National Collegiate Athletic Ass'n v. Tarkanian, 488 U.S. 179, 192, 109 S.Ct. 454, 461-62, 102 L.Ed.2d 469 (1988) (citations omitted), and, "[T]he inquiry must be whether there is a sufficiently close nexus between the State and the challenged action of the regulated entity so that the action of the latter may fairly be treated as that of the State itself." Id. at 192 n. 12, 109 S.Ct. at 462 n. 12 (citations omitted) (quoting Jackson v. Metropolitan Edison Co., 419 U.S. 345, 351, 95 S.Ct. 449, 453, 42 L.Ed.2d 477 (1974)). The Court later said:

It is, of course, true that a State may delegate authority to a private party and thereby make that party a state actor. Thus, we recently held that a private physician who had contracted with a state prison to attend to the inmates' medical needs was a state actor.

Id. at 195, 109 S.Ct. at 463-64 (citing West v. Atkins, 487 U.S. 42, 108 S.Ct. 2250, 101 L.Ed.2d 40 (1988)).

To demonstrate the required nexus in this case, plaintiffs alleged, "The state has clearly delegated the authority to provide this care of these vulnerable citizens to private entities through contracts, statutes, regulations, and the expenditure of significant sums of public monies." AARC has defended on the premise that actions undertaken pursuant to the "delegated authority" by a private entity under contract to the state to provide services such as AARC provides are not state action. We agree with Plaintiffs and disagree with AARC.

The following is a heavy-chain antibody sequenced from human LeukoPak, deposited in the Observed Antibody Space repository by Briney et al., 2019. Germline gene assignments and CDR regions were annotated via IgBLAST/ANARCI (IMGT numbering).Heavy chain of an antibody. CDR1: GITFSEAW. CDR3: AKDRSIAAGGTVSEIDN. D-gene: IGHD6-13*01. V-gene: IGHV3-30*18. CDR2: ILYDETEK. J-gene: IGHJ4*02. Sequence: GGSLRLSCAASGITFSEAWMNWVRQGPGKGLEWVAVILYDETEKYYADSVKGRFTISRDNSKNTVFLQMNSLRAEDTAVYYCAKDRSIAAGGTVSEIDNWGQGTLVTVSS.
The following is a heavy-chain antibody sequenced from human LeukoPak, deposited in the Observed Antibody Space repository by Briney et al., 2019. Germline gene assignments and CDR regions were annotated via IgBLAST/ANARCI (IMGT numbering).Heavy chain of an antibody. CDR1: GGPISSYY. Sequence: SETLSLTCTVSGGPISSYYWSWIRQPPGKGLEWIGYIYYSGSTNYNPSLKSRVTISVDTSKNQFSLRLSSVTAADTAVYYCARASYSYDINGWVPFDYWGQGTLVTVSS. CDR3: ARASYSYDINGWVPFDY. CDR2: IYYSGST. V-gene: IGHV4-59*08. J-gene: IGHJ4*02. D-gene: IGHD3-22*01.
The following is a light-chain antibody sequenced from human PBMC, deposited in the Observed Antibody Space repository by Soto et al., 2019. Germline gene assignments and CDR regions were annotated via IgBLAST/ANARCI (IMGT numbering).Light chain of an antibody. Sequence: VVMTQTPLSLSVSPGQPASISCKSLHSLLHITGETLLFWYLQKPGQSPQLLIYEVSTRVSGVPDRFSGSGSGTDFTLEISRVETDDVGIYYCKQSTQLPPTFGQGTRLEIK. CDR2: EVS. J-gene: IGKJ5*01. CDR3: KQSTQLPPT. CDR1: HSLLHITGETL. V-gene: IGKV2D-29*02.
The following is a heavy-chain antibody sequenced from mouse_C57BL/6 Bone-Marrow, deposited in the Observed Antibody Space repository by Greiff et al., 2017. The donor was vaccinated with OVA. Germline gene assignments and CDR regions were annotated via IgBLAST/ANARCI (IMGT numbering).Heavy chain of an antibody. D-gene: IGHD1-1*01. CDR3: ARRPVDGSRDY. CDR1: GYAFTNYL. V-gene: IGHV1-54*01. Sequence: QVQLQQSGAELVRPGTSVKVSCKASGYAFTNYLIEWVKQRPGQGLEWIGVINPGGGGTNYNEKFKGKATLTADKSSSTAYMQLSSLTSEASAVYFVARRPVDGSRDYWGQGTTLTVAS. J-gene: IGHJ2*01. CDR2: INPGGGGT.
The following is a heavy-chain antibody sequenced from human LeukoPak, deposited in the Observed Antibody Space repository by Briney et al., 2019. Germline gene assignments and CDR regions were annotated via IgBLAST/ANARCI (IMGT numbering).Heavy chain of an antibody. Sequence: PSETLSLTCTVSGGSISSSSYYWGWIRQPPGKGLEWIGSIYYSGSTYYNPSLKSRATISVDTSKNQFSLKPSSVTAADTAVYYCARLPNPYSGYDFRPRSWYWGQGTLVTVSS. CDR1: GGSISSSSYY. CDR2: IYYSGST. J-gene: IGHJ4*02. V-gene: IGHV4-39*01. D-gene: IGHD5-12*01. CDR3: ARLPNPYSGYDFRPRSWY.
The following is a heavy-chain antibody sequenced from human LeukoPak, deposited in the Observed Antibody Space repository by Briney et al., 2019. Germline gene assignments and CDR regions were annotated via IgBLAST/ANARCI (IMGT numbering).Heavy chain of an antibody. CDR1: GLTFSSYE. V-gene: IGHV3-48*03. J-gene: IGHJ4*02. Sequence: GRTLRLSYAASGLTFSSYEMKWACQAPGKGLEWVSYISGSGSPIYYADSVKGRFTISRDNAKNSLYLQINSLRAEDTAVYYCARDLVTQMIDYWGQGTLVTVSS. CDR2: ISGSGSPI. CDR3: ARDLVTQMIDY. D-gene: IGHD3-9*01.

It is well settled that once a state has voluntarily assumed a duty to provide an entitlement such as habilitation services that the state has "considerable discretion" to set the contours of its responsibility. Romeo v. Youngberg, 457 U.S. 307, 317, 102 S.Ct. 2452, 2458-59, 73 L.Ed.2d 28 (1982). It is equally well settled that when a person is institutionalized or in some other way is wholly dependent on the state, the federal constitution imposes a duty on the state to ensure minimal habilitation conditions are met. Id.; West v. Atkins, 487 U.S. at 56, 108 S.Ct. at 2259 ("Whether a physician is on the state payroll or is paid by contract, the dispositive issue concerns the relationship among the state, the physician, and the prisoner."). Moreover, once the right, entitlement or benefit is conferred, the state "may not constitutionally authorize the deprivation of such an interest, once conferred, without appropriate procedural safeguards." Cleveland Bd. of Educ. v. Loudermill, 470 U.S. 532, 541, 105 S.Ct. 1487, 1492-93, 84 L.Ed.2d 494 (1985); see also Maine v. Thiboutot, 448 U.S. 1, 100 S.Ct. 2502, 65 L.Ed.2d 555 (1980) (denial of federal statutory entitlement enforceable by § 1983 action); Goldberg v. Kelly, 397 U.S. 254, 262 at n. 8, 90 S.Ct. 1011, 1018 at n. 8, 25 L.Ed.2d 287 (1970); but see 1st National Bank of Omaha v. Marquette National Bank, 636 F.2d 195 (1980) (rights incidental to National Bank Act not in the nature of civil rights and are not enforceable under § 1983), cert. denied, 450 U.S. 1042, 101 S.Ct. 1761, 68 L.Ed.2d 240 (1981).